Spring is in the air
|By Billy Cox|
Given his track record for producing straight-up UFO documentaries without all the hysterics (“Out of the Blue,” 2002, “I Know What I Saw,” 2009), filmmaker James Fox’s stumble into a National Geographic Channel “reality” show action-hero caricature last year came from — let’s just get it over with — out of the blue. Not even Fox, who was affixed to a face-camera designed to register every twitch of shock’n’awe in the event of a sighting and presumably knew what was coming, could take it. “The show was terrible. I only watched it two times,” he says “and never turned it on again.”
Perhaps not surprisingly, despite its merciless lapses in logic and common sense, or perhaps because of them, “Chasing UFOs” actually drew decent ratings last summer, maybe even enough to justify a second season. But “I couldn’t have come back even if I’d wanted to. Nobody wanted to work with me,” says Fox, who publicly razzed the producers even before the series finished its run. “We burned so many witnesses, about analyses we never did, things we promised and weren’t allowed to deliver — I can give you examples from every single witness from every single show.”
Well, a year later, “Chasing UFOs” is deader’n hell, but Fox has evidently fallen onto a trampoline. Last month, he announced a $100,000 reward for anyone who could produce proof of an alien spacecraft. That evidence, he told listeners at the 22nd International UFO Congress in Arizona, “can be in the form of a photograph, video or film footage or debris from an alleged crash site,” but “it must be able to withstand scientific scrutiny by our chosen panel.”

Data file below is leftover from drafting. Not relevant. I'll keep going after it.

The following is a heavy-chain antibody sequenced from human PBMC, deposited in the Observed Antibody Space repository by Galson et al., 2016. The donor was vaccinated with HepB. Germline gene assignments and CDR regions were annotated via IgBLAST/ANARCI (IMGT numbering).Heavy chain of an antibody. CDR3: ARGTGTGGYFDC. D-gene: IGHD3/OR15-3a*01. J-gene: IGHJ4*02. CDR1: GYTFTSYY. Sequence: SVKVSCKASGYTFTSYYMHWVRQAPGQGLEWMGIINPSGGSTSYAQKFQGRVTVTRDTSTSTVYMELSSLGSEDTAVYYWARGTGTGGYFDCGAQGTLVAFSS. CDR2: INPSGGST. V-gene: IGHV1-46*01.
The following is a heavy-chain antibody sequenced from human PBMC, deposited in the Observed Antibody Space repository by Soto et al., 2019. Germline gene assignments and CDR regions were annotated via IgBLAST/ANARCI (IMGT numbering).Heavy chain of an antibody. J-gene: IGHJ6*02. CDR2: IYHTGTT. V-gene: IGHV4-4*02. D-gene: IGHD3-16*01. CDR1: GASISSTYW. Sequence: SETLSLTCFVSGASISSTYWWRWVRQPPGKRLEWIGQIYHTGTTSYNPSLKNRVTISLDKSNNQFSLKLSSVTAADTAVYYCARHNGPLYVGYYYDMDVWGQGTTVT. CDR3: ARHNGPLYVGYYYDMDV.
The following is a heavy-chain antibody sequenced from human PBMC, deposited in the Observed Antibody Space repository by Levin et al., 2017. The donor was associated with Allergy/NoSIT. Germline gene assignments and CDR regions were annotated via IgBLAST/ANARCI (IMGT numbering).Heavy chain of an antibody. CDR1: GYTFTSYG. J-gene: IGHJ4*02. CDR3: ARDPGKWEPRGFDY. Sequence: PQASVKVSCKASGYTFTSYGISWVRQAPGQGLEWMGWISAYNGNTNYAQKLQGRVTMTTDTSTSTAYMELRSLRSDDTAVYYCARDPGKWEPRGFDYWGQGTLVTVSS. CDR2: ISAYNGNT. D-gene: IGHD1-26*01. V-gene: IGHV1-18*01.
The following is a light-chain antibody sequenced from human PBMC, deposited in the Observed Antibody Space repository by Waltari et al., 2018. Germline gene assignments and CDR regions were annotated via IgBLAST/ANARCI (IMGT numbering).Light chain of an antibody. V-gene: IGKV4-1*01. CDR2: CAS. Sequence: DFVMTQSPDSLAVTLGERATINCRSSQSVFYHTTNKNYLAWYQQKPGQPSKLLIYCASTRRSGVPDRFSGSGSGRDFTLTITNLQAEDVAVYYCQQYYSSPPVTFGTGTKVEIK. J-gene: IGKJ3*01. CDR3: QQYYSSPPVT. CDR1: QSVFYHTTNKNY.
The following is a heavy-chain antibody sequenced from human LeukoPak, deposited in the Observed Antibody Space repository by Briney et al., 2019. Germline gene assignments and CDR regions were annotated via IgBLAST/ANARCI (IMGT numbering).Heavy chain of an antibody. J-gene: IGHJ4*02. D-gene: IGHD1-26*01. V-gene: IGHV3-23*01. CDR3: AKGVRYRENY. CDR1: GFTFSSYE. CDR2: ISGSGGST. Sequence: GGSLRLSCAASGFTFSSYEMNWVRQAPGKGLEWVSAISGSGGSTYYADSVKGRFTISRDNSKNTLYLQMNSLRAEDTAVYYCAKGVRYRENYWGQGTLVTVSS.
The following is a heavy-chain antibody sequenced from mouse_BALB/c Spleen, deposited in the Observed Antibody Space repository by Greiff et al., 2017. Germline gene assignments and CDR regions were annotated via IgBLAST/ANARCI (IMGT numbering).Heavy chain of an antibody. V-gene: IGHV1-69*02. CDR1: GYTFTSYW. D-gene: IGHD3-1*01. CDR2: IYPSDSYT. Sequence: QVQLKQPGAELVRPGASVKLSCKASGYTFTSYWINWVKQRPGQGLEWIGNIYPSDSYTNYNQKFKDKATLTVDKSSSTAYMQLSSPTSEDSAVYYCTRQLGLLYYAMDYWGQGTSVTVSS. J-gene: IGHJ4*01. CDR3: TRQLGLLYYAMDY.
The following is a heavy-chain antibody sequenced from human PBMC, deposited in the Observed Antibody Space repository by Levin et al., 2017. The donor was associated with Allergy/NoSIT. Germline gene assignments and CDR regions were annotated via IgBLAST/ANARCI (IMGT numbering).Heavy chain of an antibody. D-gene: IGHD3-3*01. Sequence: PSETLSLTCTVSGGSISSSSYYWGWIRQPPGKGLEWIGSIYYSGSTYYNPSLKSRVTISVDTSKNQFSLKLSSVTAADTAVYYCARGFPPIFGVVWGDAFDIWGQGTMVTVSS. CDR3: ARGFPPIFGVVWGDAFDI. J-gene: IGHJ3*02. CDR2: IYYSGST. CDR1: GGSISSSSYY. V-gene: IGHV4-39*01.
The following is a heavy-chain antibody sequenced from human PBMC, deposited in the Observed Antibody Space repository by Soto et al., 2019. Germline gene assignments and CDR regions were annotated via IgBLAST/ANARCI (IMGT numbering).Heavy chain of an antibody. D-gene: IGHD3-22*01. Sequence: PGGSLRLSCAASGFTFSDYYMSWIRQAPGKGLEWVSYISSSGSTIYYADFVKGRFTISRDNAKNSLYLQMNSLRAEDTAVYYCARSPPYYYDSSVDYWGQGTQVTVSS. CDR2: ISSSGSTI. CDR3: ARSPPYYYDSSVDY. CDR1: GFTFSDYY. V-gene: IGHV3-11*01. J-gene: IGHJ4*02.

No panelists were named, and naturally, critics were quick to pounce. As one Skeptical website noted, “Let’s be clear, ACTUAL proof of UFOs are worth way more than 100K. So, this is sort of a gimmicky thing.”
No doubt. The bounty is part of the buildup to a new documentary, in pre-production, and Fox concedes that $100K ain’t what it used to be. “Frankly,” he said from his home outside San Francisco, “I’d like to put at least a million dollars out there, which would require raising even more funds.”
But the bigger story is how Fox rebounded from the “Chasing UFOs” debacle and partnered with an investor cobbling together a $5 million budget for the film. It’s called “701,” a project so obvious it makes you wonder why nobody thought of it before. The title refers to the number of UFO cases that Project Blue Book — the Air Force study that desperately wanted to bail on its 22-year research — couldn’t explain when it shuttered the windows in 1969. Using the USAF’s own data, Fox hopes to revive a policy-level debate that officially ended more than 43 years ago.
Fox declines to name the “701” rainmaker, but he’s collaborating on the project with Hollywood screenwriter Tracy Torme, with the goal of getting the film onto the big screen. And there’s this nod Fox gave to another big idea while pitching the $100,000 UFO reward last month:
The “Citizen Hearing on Disclosure” is being staged over a five-day span in late April and May at the National Press Club in Washington by Steve Bassett. Like Fox, Bassett has managed to climb out of a self-inflicted hole, turning a $36,000 loss from his 2010 X-Conference into an unnamed $1.1 million sponsorship to float the latest gig. If you don’t know about Bassett, that’s another riff altogether. What’s supposed to distinguish Bassett’s Citizen Hearing from other National Press Club UFO testimonials is a panel of former congressional representatives who’ll listen to the eyewitnesses and conduct the five-day proceedings the same way they did it on Capitol Hill. So far, at last check, no erstwhile public servants are on the roster. And there are few surprises on the witness list.
“I haven’t seen anything in there that’s groundbreaking or that I haven’t heard before,” said Fox. “But I admire (Bassett’s) efforts, regardless of how you might feel about him. I admire his tenacity; if it could lead to congressional hearings, hey, more power to him.”
If only F. Scott “There are no second acts in American lives” Fitzgerald had lived in the 21st century …
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